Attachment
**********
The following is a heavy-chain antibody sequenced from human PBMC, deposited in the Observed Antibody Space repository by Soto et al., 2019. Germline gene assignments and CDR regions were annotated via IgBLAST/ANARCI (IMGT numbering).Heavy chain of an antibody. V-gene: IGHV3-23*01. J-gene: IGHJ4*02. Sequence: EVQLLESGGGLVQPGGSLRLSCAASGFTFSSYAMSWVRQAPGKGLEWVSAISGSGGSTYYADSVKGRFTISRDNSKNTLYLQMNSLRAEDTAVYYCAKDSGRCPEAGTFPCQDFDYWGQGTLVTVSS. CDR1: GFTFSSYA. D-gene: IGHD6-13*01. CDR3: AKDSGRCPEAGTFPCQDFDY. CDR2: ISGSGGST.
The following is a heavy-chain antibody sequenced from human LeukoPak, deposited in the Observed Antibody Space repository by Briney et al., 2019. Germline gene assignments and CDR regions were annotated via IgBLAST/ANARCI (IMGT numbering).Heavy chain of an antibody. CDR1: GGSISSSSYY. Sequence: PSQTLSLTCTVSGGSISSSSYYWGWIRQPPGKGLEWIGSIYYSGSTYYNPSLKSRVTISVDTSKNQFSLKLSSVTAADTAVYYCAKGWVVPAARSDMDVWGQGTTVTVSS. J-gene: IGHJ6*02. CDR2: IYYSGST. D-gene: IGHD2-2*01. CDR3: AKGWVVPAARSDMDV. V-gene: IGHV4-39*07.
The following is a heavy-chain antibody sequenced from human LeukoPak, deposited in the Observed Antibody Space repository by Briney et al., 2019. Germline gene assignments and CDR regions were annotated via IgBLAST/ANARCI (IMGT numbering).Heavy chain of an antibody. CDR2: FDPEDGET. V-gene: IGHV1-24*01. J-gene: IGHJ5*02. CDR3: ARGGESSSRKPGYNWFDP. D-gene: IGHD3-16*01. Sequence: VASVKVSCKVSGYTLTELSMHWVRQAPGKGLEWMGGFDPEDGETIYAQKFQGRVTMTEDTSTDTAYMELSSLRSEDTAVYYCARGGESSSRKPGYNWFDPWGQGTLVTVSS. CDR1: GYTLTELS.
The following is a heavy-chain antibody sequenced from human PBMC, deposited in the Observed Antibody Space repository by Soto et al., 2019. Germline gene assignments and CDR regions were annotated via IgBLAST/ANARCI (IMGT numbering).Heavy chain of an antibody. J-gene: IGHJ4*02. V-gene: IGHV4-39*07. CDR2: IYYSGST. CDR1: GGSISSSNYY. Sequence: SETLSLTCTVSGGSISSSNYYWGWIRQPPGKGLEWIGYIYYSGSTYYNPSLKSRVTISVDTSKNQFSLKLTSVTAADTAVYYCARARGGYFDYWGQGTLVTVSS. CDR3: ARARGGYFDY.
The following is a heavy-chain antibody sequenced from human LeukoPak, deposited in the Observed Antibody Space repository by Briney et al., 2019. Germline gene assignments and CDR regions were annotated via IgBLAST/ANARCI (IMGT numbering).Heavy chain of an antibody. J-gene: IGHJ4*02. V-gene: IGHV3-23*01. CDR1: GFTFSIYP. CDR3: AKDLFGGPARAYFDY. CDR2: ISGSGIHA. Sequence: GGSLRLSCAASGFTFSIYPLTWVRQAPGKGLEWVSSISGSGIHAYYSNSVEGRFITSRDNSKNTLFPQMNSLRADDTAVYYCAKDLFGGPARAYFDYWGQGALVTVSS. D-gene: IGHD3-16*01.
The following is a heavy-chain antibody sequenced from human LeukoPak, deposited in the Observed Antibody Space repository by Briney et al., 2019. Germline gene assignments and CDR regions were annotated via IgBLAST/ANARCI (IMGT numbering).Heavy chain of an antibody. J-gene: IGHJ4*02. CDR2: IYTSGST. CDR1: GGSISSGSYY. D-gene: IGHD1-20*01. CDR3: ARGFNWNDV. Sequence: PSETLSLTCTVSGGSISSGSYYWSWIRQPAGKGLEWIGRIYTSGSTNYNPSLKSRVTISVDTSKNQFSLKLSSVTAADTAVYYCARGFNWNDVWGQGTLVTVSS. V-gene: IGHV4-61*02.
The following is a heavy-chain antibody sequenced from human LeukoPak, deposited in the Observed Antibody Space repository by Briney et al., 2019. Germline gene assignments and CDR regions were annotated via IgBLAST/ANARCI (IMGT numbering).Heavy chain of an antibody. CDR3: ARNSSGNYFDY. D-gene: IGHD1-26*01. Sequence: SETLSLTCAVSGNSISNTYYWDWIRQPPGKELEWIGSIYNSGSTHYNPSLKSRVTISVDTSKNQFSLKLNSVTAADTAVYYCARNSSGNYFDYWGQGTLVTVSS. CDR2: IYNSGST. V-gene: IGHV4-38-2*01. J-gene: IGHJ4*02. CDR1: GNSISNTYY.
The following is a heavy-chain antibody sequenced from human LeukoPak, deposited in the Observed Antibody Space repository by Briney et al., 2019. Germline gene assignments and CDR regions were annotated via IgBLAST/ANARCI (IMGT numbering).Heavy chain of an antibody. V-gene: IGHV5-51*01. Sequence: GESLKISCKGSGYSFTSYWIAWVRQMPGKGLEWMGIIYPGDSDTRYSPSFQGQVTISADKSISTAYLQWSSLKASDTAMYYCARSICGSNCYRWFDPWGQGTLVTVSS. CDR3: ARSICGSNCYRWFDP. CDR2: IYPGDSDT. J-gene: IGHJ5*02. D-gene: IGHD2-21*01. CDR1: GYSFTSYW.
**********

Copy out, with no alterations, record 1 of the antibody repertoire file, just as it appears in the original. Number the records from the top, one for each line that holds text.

The following is a heavy-chain antibody sequenced from human PBMC, deposited in the Observed Antibody Space repository by Soto et al., 2019. Germline gene assignments and CDR regions were annotated via IgBLAST/ANARCI (IMGT numbering).Heavy chain of an antibody. V-gene: IGHV3-23*01. J-gene: IGHJ4*02. Sequence: EVQLLESGGGLVQPGGSLRLSCAASGFTFSSYAMSWVRQAPGKGLEWVSAISGSGGSTYYADSVKGRFTISRDNSKNTLYLQMNSLRAEDTAVYYCAKDSGRCPEAGTFPCQDFDYWGQGTLVTVSS. CDR1: GFTFSSYA. D-gene: IGHD6-13*01. CDR3: AKDSGRCPEAGTFPCQDFDY. CDR2: ISGSGGST.